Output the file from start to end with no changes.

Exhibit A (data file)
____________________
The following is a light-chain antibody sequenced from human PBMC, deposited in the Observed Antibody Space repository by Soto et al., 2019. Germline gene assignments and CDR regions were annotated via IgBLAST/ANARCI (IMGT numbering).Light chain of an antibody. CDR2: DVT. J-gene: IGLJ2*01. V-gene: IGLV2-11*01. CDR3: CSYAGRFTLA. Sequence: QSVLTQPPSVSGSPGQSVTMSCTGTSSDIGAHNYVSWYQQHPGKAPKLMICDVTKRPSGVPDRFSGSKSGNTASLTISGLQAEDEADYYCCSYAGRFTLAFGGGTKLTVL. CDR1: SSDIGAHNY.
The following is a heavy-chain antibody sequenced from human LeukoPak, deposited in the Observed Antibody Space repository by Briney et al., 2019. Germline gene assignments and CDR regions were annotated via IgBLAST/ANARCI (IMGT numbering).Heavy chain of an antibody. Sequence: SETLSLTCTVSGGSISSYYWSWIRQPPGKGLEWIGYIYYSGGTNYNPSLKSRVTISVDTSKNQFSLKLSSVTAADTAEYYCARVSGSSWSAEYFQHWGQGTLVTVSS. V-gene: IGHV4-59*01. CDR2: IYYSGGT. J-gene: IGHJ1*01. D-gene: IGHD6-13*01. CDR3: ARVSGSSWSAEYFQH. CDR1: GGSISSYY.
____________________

The following is a light-chain antibody sequenced from human PBMC, deposited in the Observed Antibody Space repository by Soto et al., 2019. Germline gene assignments and CDR regions were annotated via IgBLAST/ANARCI (IMGT numbering).Light chain of an antibody. CDR2: DVT. J-gene: IGLJ2*01. V-gene: IGLV2-11*01. CDR3: CSYAGRFTLA. Sequence: QSVLTQPPSVSGSPGQSVTMSCTGTSSDIGAHNYVSWYQQHPGKAPKLMICDVTKRPSGVPDRFSGSKSGNTASLTISGLQAEDEADYYCCSYAGRFTLAFGGGTKLTVL. CDR1: SSDIGAHNY.
The following is a heavy-chain antibody sequenced from human LeukoPak, deposited in the Observed Antibody Space repository by Briney et al., 2019. Germline gene assignments and CDR regions were annotated via IgBLAST/ANARCI (IMGT numbering).Heavy chain of an antibody. Sequence: SETLSLTCTVSGGSISSYYWSWIRQPPGKGLEWIGYIYYSGGTNYNPSLKSRVTISVDTSKNQFSLKLSSVTAADTAEYYCARVSGSSWSAEYFQHWGQGTLVTVSS. V-gene: IGHV4-59*01. CDR2: IYYSGGT. J-gene: IGHJ1*01. D-gene: IGHD6-13*01. CDR3: ARVSGSSWSAEYFQH. CDR1: GGSISSYY.